What Is Intimacy Direction?
Theatre and opera lovers alike are familiar with the feeling of sitting in an audience and uneasily watching an act of sexual violence take place on stage. “Is the performer safe?” we ask ourselves and resume watching uncertainly.
For scenes of intimacy and violence alike, there is a growing group of individuals whose job it is to choreograph sex on stage. Their role is specific but crucial. No one worries that an actor is taking a real beating on stage because fight choreographers are ubiquitous for staging violent scenes. Their presence turns these scenes into more of a dance than a battle.
Meanwhile, some opera companies have been more reluctant than other performing arts sectors to also adopt intimacy directors. Siobhan Richardson, Ontarian and co-founder of Intimacy Directors International (IDI), says this may be because opera production teams are reluctant to relinquish control to yet another voice in the room. Still, Richardson maintains that her role is not to hijack rehearsals but to facilitate difficult conversations.
“We’ve been choreographing scenes of intimacy for a long time, we just haven’t necessarily called it ‘intimacy directing,’” says Richardson, who is also a fight choreographer. “The industry as a whole recognized the need for it during #MeToo.” Richardson and her compatriots at IDI are working on codifying a method for how to approach sex scenes. In 2018, Canadian Opera Company hired her for their premiere of Hadrian, the new opera by Rufus Wainwright and Daniel MacIvor centred on a love story between two men with ample intimate scenes.
“We didn’t have sound designers 50 years ago. With all the new technology, we have new jobs all the time—now we have projectionists. When we had projectionists in a show I did 10 years ago it was like, ‘Woah, what is this new thing!?,’” Richardson says. Hopefully, intimacy direction will go the way of projection specialists—mainstream.
Giving performers the respect they deserve
Richardson became interested in intimacy coaching while working as an actor, experiencing moments of uncertainty and awkwardness during a kissing scene. She was lucky to work through it in a supportive environment but she realized the need for others in her position, those in a less comfortable work space.
The worst-case scenario, Richardson says, is someone bulldozing their scene partner’s boundaries due to lack of communication or unprofessional intentions: “You get a case of someone sexually harassing or assaulting somebody in front of an audience and that’s not performance. That’s assault.” These things happen when critical conversations are not front-loaded before rehearsals even start.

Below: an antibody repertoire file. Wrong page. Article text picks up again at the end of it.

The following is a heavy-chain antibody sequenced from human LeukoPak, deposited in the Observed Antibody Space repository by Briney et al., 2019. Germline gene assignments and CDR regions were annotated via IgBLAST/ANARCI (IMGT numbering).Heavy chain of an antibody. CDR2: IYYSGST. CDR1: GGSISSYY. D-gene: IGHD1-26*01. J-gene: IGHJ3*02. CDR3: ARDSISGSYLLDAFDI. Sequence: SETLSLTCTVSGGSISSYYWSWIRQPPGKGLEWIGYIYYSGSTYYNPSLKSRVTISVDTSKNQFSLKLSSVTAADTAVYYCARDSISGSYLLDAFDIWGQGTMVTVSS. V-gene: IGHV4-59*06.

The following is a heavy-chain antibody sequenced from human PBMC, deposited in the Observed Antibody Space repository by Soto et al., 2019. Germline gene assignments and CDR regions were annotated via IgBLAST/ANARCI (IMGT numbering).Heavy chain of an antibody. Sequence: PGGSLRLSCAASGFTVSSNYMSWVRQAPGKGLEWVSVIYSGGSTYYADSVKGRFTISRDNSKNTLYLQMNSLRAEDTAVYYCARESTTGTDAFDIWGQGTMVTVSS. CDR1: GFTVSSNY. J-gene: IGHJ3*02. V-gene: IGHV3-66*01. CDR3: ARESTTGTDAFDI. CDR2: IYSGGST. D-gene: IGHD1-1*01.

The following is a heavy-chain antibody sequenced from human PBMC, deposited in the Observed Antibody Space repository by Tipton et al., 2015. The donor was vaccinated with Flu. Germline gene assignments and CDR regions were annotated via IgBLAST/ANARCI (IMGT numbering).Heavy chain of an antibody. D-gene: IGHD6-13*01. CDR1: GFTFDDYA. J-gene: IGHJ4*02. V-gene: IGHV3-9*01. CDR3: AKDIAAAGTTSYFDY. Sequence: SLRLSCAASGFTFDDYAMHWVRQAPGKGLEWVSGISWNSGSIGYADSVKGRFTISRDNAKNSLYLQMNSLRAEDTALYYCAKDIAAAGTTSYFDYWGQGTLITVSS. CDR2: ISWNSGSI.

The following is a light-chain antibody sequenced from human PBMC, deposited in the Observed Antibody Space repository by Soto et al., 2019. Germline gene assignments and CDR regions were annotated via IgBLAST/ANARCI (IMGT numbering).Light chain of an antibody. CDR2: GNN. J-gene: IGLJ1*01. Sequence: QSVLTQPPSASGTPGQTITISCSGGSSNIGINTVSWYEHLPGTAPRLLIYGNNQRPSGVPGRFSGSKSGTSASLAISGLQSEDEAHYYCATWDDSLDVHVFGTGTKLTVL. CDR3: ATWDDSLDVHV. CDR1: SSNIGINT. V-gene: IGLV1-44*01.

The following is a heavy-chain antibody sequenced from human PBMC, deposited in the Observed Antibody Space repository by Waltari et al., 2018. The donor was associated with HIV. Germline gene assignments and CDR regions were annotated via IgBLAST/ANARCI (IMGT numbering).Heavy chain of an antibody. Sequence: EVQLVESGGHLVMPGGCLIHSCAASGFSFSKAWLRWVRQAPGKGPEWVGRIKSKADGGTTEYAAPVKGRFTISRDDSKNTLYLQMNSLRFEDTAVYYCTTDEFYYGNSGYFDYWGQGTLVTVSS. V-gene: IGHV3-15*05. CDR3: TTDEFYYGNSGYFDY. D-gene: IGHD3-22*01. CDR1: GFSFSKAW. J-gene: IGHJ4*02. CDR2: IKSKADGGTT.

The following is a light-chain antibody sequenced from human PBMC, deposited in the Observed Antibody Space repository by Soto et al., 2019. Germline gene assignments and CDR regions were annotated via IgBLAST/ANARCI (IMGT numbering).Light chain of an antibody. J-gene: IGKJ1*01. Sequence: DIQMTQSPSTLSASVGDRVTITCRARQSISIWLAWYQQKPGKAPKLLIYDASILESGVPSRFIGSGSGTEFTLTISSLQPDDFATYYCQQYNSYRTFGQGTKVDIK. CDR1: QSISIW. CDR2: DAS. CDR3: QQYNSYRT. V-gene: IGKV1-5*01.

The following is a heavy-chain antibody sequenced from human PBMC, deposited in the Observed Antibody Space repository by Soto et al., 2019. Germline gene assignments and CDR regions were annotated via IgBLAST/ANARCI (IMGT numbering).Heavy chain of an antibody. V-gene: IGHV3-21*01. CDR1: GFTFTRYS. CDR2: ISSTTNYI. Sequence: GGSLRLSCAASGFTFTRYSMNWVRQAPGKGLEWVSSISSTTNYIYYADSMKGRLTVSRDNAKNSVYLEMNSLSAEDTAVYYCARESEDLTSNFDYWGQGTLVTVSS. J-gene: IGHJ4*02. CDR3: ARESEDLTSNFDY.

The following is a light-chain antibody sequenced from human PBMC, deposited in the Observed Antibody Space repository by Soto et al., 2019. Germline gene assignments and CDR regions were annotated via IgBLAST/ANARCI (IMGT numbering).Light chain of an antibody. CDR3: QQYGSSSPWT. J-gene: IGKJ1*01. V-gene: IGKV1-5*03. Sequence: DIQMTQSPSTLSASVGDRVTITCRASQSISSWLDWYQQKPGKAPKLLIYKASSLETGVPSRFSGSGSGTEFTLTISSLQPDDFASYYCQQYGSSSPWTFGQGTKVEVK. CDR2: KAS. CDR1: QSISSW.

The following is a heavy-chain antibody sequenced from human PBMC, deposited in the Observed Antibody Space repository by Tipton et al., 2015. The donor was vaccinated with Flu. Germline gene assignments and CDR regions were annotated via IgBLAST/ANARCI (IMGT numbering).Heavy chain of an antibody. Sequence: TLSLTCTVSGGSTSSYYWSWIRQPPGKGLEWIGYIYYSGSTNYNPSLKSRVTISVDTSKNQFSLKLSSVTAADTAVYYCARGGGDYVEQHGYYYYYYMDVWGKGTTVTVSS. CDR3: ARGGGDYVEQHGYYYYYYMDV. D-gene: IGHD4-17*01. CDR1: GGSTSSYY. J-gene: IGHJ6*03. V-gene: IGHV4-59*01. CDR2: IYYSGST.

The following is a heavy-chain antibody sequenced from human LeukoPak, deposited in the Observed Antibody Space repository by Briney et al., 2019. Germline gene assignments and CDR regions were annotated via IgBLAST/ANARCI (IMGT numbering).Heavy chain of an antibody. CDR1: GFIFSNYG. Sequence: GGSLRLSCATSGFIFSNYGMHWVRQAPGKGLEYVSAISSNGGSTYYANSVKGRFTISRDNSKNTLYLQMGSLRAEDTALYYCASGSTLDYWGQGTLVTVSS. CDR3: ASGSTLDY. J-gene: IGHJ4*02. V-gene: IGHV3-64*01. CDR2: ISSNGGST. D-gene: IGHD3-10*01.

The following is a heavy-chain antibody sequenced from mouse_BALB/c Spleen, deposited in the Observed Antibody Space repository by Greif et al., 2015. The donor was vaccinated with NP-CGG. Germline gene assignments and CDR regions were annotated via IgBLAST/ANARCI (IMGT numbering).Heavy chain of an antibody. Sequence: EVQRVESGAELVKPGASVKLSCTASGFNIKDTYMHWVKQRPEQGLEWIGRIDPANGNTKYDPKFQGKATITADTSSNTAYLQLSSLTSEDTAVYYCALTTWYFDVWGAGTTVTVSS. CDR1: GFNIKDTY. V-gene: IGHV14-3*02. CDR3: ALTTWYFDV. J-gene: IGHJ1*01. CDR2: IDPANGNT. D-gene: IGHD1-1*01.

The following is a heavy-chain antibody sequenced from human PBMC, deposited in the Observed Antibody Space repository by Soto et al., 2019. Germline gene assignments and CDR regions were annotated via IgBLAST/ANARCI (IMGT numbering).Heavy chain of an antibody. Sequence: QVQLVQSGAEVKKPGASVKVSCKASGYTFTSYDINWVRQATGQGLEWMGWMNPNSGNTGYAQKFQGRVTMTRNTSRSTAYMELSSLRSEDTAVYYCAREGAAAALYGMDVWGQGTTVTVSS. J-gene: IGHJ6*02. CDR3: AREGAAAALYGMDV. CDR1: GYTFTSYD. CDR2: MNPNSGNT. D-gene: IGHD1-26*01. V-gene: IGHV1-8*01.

“It is valuable to recognize that if a script says ‘they kiss’ and you don’t want to kiss somebody, then you should talk to your director about that ahead of time,” Richardson says. “An intimacy director can make it look like you’re kissing without having to make contact but it is important to make time in rehearsal to set that choreography.”
Richardson teaches that boundaries should not be understood as “no’s” but rather as the the “edge of our yes space, they help us outline what is available.” She reminds performers (and audiences) that a scene does not have to hurt to be a better performance, and that a story can still work while working within everyone’s boundaries.
For those concerned that choreographing sex may remove a raw, intimate element, it’s important to remember that what’s happening on stage is not sex—it’s professional acting. Performers go up there to tell the same story, night after night.
Doing justice to our beloved stories
While a big part of Richardson’s job is to help actors feel safe, another crucial component is doing justice to the story. When a script says “they make love,” it leaves ample room for interpretation. “If we haven’t set specific [choreography], nothing’s being repeated…[the sex scene] gets improvised every night,” Richardson says.
Maybe one performer hung out in their pajamas all day before coming to work. Maybe one witnessed an accident on the way to rehearsal: “Your performers may be very in tune and they actually end up improvising an excellent story every night,” Richardson says, “But what we often find is that the storytelling is dependent on how those performers are [feeling] that day.”
Respecting actors boundaries and doing a better job of telling a story? Is intimacy direction a panacea? In fact, it may actually have a musical utility for staging operas, as well: “[The singers] know, ‘we’re going to touch in this way and now I have the breath and space to hit these notes five seconds later.’ It’s also about serving the voice and the music,” Richardson says.
So, intimacy direction doesn’t mean that opera needs to burn those beloved librettos that feature an unsavoury sampling of misogyny and sexual violence on a pyre. It means that those problematic pieces can be staged in a safer way—it’s important to remember that violent sexual scenes are difficult on everyone, including the person playing the abuser.
“Let’s not throw the baby with the bathwater. There is some gorgeous, fabulous art that we keep alive,” Richardson says, “[But] the subject matter is often misogynistic. The established structures feel like they can’t budge and let in one more voice but…I’m not coming to tell you that you’ve done it wrong or that you’re a monster. I’m coming in to say ‘here’s a process’…[so] everyone involved is confident in what they’re doing.”